First, it means we don’t pay the other person back. We don’t try to get even. Sometimes in Confession people say to me: “I thought I had forgiven [someone] but I’m not sure I have. I’m still angry. I still feel like getting even. In response I have been known to ask, “Have you hired a hit man to wipe him out?” * And when they say “No”, I answer, “Then you’ve begun to forgive. Now, just keep doing it.” You get the point.
- I know that’s silly. I believe counseling during Confessions should not be as solemn as some priests make it. I think this often helps people loosen up.
C S Lewis wrote that when the Lord told Peter to forgive his brother 70 times 7 times, that applies to each sin. We’ve got to forgive it again and again and again and again and again and again and again… till the desire to get even goes away.
Second, to forgive someone means to put down the hurt the other person has caused you, the pain within you that hardens your heart. You know what I’m talking about: that hurt that you just can’t seem to get rid of. Every time you finish thinking about something else, here it comes again: The pain eats away at you, interferes with your worshiping, your praying, your thinking, even your sleep. Getting rid of this is even more difficult to do. But if you don’t, it makes your heart become hard.
Please, for the sake of your immortal soul, you must try to get rid of that hard heart. Don’t carry that burden through Lent, through life. It will weigh you down, you won’t be able to move ahead, and at the end of life, at the End of all things, if you haven’t rid yourself of it, it may have pulled you so far down that you’ll wind up somewhere you do not want to go. Try to carry a hard unforgiving heart into Heaven and you’ll be told: Go to… somewhere else. You’ve already made your hell on earth.
Therefore, the Holy Orthodox Church in her wisdom has brilliantly given us an easy way to forgive as we enter into Lent. It’s called Forgiveness Sunday. All over the Orthodox world today, people will be apologizing, saying “Forgive me, a sinner”, and forgiving: “God forgives, and I forgive”. I’ve read that in the old days in some old world countries, people would walk down the street saying to total strangers “Forgive me a sinner”, “forgive me a sinner.” (Don’t try that here! They’ll have people come and take you away!)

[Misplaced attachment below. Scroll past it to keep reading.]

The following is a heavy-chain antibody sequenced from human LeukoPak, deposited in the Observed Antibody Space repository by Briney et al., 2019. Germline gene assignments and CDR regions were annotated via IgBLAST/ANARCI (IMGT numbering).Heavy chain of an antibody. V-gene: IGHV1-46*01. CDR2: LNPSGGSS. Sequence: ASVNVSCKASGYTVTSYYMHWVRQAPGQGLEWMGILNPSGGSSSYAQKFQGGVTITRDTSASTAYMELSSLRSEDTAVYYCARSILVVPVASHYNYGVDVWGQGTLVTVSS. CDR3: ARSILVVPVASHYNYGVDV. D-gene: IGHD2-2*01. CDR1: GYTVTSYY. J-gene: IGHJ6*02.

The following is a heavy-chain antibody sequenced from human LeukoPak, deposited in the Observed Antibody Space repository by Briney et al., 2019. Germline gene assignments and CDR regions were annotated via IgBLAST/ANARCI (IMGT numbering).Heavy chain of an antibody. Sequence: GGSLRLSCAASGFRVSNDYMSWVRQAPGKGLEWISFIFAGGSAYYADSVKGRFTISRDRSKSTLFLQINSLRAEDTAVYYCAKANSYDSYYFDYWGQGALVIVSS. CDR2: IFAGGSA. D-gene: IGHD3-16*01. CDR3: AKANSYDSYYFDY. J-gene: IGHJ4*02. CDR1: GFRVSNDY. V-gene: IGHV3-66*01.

If there is anyone you truly need to apologize to, this is the day to do it: Say it, phone it, write it, email it, text it, Viber it: ”Forgive me, a sinner”. On Forgiveness Sunday afternoon I email it to everyone I know whom I missed at church: I have no idea who I may have inadvertently offended. If the person has departed, say “forgive me, a sinner” in prayer, and let the angels deliver it. There were people I hurt long ago; two of them died before I apologized. Every day in prayer I ask their forgiveness. Whatever you need to do, do it: Say “forgive me”.
Now… do not forgive people ostentatiously: Out the clear blue you walk up to someone you’ve been at odds with and say “I forgive you”. No! That would do more harm than good. However, today is the day to take the first step. Do or say something nice for the person.
What if the person who hurt you is not sorry? what if he could care less? Then don’t waste your e-mail on him. But you must forgive anyway: in your heart you must let it go. He has hurt you enough. Why should you let him continue to have power over you? continue to make your miserable? So for your own sake, you must forgive, lay it down, be rid of it.
One more point: Use your good judgment about how to go about all this apologizing and forgiving. For example, if you’re fairly certain the other person is still angry… You’ve likely had the experience of trying to make up with somebody too soon, before emotions had settled down, and it just led to another blowup. So be cautious. But always be ready to apologize, ready to forgive.
Forgiveness Vespers. On this Sunday, the Church offers us a service which has long been used in the Slavic tradition, and is now becoming common in our Antiochian and Greek tradition.
Forgiveness Vespers is our transition into Lent. In the middle of it, the priest changes into violet Lenten vestments, and the hymns go Lenten. Forgiveness Vespers really should be held in the evening. However, at Saint Nicholas, Cedarburg, as scattered as our people are, it’s hard for most of them to come back, so we have it at about Noon, before people can get away.